As a matter of general legal principle, federal law trumps any state law that covers the same topic. Given this, the federal Children’s Online Privacy Protection Act of 1998 has long been the guiding light for the privacy rights of children online with few states attempting to legislate on the topic. This may be changing with the introduction of the new Privacy Rights for California Minors in the Digital World Law.
The Odd COPPA Age
One of the common criticisms of COPPA is it applies only to individuals who are younger than 13 years old. Are we to believe that a child who turns 13 is suddenly wise to the ways of the world, Internet and predatory individuals? Why is it verboten to create a marketing profile for a 12-year-old without parental consent, but not a 13-year-old? The response to this criticism from legislators and the FTC has mostly been a shrug of the shoulders.
The federal government has shown a striking inability to address privacy issues both for the online and offline environment. With no NSA to protect, California has stepped into the breach and passed more than 10 privacy laws the last three years. Instead of focusing on the collection of personal information from children under 13, the new law focuses on limiting the marketing of certain products to any individual who is under the age of 18. Since COPPA fails to cover this topic and teens between 13 and 18, the new California law is arguably not trumped by COPPA.
The new California privacy law requires online platforms directed at minors under 18 to forgo advertising certain products. As with COPPA, the law also applies where the online operator has actual knowledge of kids under 18 using the site. The list of specifically prohibited items includes:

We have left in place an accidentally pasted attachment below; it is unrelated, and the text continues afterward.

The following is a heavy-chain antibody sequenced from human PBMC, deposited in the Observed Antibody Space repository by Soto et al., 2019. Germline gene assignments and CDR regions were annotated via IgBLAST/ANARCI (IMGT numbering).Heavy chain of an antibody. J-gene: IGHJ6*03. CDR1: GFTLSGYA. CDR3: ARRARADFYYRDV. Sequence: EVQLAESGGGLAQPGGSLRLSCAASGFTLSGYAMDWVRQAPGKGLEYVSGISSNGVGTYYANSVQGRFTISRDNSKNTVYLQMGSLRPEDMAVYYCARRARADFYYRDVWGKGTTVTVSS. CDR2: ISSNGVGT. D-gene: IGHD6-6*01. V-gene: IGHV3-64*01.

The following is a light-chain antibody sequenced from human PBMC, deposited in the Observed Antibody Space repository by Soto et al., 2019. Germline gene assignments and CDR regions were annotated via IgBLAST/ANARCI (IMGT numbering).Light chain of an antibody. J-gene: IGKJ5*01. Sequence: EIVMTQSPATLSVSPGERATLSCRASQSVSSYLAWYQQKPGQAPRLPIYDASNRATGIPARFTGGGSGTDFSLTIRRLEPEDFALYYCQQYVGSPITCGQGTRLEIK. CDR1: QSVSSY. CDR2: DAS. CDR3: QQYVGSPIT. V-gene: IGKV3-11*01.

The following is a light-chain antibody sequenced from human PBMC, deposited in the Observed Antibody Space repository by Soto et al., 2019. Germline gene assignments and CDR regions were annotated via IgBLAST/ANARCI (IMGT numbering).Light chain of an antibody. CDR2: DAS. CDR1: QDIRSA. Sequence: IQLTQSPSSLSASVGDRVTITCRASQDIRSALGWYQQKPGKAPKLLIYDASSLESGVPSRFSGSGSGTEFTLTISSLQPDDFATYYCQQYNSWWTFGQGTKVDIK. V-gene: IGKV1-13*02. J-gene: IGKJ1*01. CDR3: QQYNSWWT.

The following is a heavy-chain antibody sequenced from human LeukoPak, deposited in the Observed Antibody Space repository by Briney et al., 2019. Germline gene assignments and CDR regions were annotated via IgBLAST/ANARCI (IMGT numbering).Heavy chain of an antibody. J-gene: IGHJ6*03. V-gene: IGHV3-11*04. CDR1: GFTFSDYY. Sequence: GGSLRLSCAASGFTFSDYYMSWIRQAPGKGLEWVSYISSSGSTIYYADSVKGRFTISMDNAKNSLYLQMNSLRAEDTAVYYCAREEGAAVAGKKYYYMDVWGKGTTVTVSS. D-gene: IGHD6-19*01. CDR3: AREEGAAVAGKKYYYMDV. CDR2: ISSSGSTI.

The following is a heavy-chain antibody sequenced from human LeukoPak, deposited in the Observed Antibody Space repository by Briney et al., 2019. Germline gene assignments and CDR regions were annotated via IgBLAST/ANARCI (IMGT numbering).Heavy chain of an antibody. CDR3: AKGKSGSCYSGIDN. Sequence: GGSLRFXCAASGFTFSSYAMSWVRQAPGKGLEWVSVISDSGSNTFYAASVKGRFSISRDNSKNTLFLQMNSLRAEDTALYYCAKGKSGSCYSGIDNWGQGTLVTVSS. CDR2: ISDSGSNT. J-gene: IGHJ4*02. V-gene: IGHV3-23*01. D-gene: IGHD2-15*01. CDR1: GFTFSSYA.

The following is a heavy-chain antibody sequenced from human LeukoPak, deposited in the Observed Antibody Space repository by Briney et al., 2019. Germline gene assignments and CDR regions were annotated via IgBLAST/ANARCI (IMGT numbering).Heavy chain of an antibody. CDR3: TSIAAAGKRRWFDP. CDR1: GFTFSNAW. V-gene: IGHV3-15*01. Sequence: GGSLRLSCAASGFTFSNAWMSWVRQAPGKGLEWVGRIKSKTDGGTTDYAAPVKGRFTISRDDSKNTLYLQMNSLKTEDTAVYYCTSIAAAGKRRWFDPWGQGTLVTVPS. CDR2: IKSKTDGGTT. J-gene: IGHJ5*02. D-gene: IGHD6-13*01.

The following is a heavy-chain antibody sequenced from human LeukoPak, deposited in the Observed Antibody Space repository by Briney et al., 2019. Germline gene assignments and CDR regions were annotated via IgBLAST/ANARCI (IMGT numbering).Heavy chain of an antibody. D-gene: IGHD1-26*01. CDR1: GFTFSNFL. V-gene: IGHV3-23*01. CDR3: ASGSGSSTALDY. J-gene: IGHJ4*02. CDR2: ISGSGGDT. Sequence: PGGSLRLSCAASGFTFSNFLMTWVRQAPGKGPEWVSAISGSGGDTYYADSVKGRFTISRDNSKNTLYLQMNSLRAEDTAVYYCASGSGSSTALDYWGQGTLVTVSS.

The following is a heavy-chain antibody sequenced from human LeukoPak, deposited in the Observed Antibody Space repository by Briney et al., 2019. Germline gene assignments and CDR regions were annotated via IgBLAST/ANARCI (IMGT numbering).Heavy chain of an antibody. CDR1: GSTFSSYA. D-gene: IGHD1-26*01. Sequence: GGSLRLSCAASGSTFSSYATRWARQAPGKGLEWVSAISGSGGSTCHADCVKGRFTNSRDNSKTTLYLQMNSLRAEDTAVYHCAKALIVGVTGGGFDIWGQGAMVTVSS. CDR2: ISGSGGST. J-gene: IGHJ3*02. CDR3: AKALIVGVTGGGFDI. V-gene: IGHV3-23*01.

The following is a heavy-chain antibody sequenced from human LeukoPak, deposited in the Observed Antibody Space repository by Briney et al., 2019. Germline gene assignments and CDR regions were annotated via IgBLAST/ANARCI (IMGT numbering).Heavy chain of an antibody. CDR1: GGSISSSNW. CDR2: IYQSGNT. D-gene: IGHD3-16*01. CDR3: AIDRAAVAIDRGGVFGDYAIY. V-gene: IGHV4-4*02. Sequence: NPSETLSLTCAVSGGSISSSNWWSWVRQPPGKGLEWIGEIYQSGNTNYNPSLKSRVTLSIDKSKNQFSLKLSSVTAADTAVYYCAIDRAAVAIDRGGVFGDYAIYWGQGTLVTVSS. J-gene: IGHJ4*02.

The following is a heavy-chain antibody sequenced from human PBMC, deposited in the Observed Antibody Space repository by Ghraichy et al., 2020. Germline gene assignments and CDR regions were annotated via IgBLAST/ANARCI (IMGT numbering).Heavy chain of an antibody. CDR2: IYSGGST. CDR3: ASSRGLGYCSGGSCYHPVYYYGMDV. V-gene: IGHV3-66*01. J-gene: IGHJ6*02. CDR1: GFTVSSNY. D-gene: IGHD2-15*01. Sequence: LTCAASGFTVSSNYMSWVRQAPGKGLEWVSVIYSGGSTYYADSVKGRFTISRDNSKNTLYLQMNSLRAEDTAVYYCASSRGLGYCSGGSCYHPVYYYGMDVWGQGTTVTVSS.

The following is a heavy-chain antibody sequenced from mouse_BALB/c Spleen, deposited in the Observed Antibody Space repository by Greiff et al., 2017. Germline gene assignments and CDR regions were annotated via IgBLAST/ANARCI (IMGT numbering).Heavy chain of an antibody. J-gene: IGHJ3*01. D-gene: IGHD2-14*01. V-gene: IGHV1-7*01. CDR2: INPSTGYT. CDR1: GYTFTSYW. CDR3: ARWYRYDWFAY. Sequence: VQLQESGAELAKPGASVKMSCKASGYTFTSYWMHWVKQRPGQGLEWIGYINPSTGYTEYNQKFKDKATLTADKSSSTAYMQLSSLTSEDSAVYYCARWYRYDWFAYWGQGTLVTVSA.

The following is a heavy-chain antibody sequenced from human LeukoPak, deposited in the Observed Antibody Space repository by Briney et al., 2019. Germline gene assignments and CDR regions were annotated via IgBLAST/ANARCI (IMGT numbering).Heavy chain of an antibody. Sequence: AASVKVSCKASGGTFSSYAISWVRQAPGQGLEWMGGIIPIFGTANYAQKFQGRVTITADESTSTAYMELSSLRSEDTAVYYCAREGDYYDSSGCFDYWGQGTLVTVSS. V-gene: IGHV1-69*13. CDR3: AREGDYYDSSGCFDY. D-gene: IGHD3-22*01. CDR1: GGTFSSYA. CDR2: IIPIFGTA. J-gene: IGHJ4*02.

- Alcoholic beverages.
- Firearms or handguns.
- Ammunition or reloaded ammunition.
- Handgun safety certificates.
- Aerosol container of paint that is capable of defacing property.
- Etching cream that is capable of defacing property.
- Any tobacco, cigarette, or cigarette papers, or blunt wraps, or any other preparation of tobacco, or any other instrument or paraphernalia that is designed for the smoking or ingestion of tobacco, products prepared from tobacco, or any controlled substance,
- BB device, as referenced in Sections 16250 and 19910 of the Penal Code.
- Dangerous fireworks.
- Tanning in an ultraviolet tanning device.
- Dietary supplement products containing ephedrine group alkaloids.
- Tickets or shares in a lottery game.
- Salvia Divinorum or Salvinorin A, or any substance or material containing Salvia Divinorum or Salvinorin A, as referenced in Section 379 of the Penal Code.
- Body branding.
- Permanent tattoo.
- Drug paraphernalia.
- Electronic cigarettes.
- Obscene matter.
- A less lethal weapon, as referenced in Sections 16780 and 19405 of the Penal Code.
Online platforms frequently use third-party advertising services to generate revenues. If this describes your situation, you should know online operators are only required to notify the advertising service that your platform is directed at minors under 18 or has minors using it to comply with the new law. The advertising service then has a duty to keep advertisements for any of the prohibited items from appearing on the platform in question.
Does the Privacy Rights for California Minors in the Digital World Law constitute an expansion of COPPA? While an age increase is incorporated in the new law, the lack of a parental notification requirement and focus on marketing restrictions makes the answer debatable at best. Regardless, online operators should review their platforms to make sure they are in compliance with COPPA and this new law as it went into effect on January 1, 2015.
Richard A. Chapo, Esq.